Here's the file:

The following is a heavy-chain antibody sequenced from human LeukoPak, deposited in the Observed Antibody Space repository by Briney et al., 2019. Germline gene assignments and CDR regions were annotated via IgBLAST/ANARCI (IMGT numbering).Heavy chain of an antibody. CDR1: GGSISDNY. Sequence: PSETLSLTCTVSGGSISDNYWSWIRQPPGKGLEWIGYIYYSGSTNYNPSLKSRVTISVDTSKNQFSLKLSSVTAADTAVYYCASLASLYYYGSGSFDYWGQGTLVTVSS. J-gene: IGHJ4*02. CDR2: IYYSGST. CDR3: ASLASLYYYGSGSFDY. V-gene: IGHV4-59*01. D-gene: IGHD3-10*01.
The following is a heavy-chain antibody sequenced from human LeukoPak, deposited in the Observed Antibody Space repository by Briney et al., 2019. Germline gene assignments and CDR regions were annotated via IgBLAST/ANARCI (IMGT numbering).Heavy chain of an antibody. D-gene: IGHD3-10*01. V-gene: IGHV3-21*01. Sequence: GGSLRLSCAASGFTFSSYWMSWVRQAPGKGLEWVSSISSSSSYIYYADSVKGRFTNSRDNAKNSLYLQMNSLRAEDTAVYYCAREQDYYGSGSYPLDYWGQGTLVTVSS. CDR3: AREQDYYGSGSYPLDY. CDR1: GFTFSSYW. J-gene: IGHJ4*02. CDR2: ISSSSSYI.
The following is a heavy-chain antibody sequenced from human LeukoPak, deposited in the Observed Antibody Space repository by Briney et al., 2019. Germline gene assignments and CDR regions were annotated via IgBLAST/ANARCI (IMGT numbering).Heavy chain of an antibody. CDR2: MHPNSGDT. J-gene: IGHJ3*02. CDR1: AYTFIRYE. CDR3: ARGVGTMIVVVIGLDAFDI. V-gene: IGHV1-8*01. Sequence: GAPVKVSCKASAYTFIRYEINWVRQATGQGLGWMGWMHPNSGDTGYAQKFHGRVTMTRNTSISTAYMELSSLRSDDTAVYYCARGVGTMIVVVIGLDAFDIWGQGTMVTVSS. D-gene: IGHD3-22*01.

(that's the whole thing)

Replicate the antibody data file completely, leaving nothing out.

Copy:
The following is a heavy-chain antibody sequenced from human LeukoPak, deposited in the Observed Antibody Space repository by Briney et al., 2019. Germline gene assignments and CDR regions were annotated via IgBLAST/ANARCI (IMGT numbering).Heavy chain of an antibody. CDR1: GGSISDNY. Sequence: PSETLSLTCTVSGGSISDNYWSWIRQPPGKGLEWIGYIYYSGSTNYNPSLKSRVTISVDTSKNQFSLKLSSVTAADTAVYYCASLASLYYYGSGSFDYWGQGTLVTVSS. J-gene: IGHJ4*02. CDR2: IYYSGST. CDR3: ASLASLYYYGSGSFDY. V-gene: IGHV4-59*01. D-gene: IGHD3-10*01.
The following is a heavy-chain antibody sequenced from human LeukoPak, deposited in the Observed Antibody Space repository by Briney et al., 2019. Germline gene assignments and CDR regions were annotated via IgBLAST/ANARCI (IMGT numbering).Heavy chain of an antibody. D-gene: IGHD3-10*01. V-gene: IGHV3-21*01. Sequence: GGSLRLSCAASGFTFSSYWMSWVRQAPGKGLEWVSSISSSSSYIYYADSVKGRFTNSRDNAKNSLYLQMNSLRAEDTAVYYCAREQDYYGSGSYPLDYWGQGTLVTVSS. CDR3: AREQDYYGSGSYPLDY. CDR1: GFTFSSYW. J-gene: IGHJ4*02. CDR2: ISSSSSYI.
The following is a heavy-chain antibody sequenced from human LeukoPak, deposited in the Observed Antibody Space repository by Briney et al., 2019. Germline gene assignments and CDR regions were annotated via IgBLAST/ANARCI (IMGT numbering).Heavy chain of an antibody. CDR2: MHPNSGDT. J-gene: IGHJ3*02. CDR1: AYTFIRYE. CDR3: ARGVGTMIVVVIGLDAFDI. V-gene: IGHV1-8*01. Sequence: GAPVKVSCKASAYTFIRYEINWVRQATGQGLGWMGWMHPNSGDTGYAQKFHGRVTMTRNTSISTAYMELSSLRSDDTAVYYCARGVGTMIVVVIGLDAFDIWGQGTMVTVSS. D-gene: IGHD3-22*01.